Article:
Being forgotten is a strange thing to strive for. After all, many thousands of people throughout history have achieved incredible feats in an effort to be remembered. However, in a world where everyone (from a future employer to your mother-in-law) can carry out a simple Google search on your name, the ability to have certain parts of your past expunged can be attractive.
The desire to ‘curate’ what comes up on Google when others search for your name is certainly understandable. However, were Google (or the law) to allow individuals full control over what does (and doesn’t) appear amongst their Google search results this would defeat the object of “Googling” someone in the first place. A balance must be struck between protecting the individual’s human rights (in particular the right to a private and family life) and the right of the general public to access information in the public domain.
This article will examine the recent High Court “right to be forgotten” decision in NT1 and NT2 v Google LLC, where two people asked Google to remove search results relating to their criminal pasts.
The Google case concerned two (unconnected) businessmen. NT1 had been sentenced to four years imprisonment in the ‘90s in relation to “a controversial property business that dealt with members of the public”. NT2 had pleaded guilty to conspiracy involving unlawful investigation methods relating to his involvement in “a controversial business that was the subject of public opposition over its environmental practices”. He received a short custodial sentence. Both men had asked Google to de-list the press stories which were published at the time of their convictions and sentencing, and subsequently. When Google refused, NT1 and NT2 brought claims against Google, which were then combined to form the Google proceedings.
The Court rejected NT1’s claim. The data NT1 was asking to have removed related to crimes committed by him in the course of his business. Given the nature of NT1’s crime, the fact that he continued to deny his guilt, showed no remorse and was still in the same line of business, the Court found that the information should continue to be available so as to reduce the risk that he would continue to mislead the public as he had done in the past.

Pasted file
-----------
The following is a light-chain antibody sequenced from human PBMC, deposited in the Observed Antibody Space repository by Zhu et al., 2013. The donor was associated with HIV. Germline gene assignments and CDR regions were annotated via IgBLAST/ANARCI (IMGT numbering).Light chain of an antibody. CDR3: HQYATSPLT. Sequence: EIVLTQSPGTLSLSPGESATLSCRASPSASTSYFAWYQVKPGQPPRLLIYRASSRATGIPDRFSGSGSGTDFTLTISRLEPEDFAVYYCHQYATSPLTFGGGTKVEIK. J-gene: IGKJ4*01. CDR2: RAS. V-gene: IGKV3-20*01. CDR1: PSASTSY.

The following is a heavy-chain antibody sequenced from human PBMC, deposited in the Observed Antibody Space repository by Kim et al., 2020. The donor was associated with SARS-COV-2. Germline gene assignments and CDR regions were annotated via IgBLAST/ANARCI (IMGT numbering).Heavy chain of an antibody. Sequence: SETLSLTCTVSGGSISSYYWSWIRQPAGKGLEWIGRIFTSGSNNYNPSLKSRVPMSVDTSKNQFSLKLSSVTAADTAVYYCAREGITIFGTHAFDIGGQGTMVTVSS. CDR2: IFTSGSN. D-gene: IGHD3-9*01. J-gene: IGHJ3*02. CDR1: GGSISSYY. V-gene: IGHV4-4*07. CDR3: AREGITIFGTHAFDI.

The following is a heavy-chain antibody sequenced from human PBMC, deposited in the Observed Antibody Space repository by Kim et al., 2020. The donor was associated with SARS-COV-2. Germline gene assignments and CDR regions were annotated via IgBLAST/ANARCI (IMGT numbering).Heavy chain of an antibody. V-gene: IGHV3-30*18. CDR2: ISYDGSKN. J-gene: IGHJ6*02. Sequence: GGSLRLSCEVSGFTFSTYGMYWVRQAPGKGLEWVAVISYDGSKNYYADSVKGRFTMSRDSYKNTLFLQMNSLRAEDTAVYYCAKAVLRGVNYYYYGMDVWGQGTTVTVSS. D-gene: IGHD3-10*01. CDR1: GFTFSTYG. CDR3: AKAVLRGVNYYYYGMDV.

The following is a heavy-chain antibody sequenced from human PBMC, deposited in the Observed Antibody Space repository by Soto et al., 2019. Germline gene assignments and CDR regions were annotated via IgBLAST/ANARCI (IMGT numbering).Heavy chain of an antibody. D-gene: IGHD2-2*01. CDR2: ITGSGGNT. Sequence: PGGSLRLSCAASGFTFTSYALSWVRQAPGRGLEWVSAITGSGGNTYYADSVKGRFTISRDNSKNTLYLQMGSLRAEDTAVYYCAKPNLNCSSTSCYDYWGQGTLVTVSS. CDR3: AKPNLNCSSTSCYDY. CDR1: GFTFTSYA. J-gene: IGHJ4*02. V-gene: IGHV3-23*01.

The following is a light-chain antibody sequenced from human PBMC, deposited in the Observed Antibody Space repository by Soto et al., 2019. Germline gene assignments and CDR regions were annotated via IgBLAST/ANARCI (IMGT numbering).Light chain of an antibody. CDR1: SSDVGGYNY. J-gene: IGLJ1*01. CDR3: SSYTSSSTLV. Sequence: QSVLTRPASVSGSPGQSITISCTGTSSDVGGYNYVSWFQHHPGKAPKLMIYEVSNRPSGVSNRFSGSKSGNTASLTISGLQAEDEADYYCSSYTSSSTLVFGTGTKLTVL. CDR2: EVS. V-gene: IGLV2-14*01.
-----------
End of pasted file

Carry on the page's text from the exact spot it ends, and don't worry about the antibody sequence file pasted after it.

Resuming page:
NT2’s claim, however, was upheld. Crucially, NT2 admitted his guilt and “expressed genuine remorse” and was no longer operating in the same field that he was at the time. The Court found that information of his crime and punishment had “become out date, irrelevant and of no sufficient legitimate interest to users of Google Search to justify its continued availability”.
What does this mean for you?
For most people, bringing High Court proceedings against Google for removal of a damaging link will not be cost effective. The wider legacy of this case will therefore be determined by Google’s attitude toward removal requests; it may be that Google are now more willing to remove articles which fall within the realms of NT2’s position.
Where an individual has historically pleaded guilty to an offence and the conviction is now ‘spent’ these are factors which should be highlighted when asking Google to remove items from search results. This case seems to suggest that protesting one’s innocence (particularly where the risk of further offending exists) is not the best tactic.
Google is not the only source of information available to future employers. In some occupations (for example, those involving working with children) a Disclosure and Barring Service (DBS) check will be carried out on individuals before they take up employment. For information about challenging the inclusion of information on a DBS certificate, please see our article here.
If you have any questions about making a right to be forgotten request, please contact myself, Mike or Polly in our Litigation & Dispute Resolution Team.
Note: the content of this article is for general information only and does not constitute legal advice. Specific legal advice should be taken in any specific circumstance.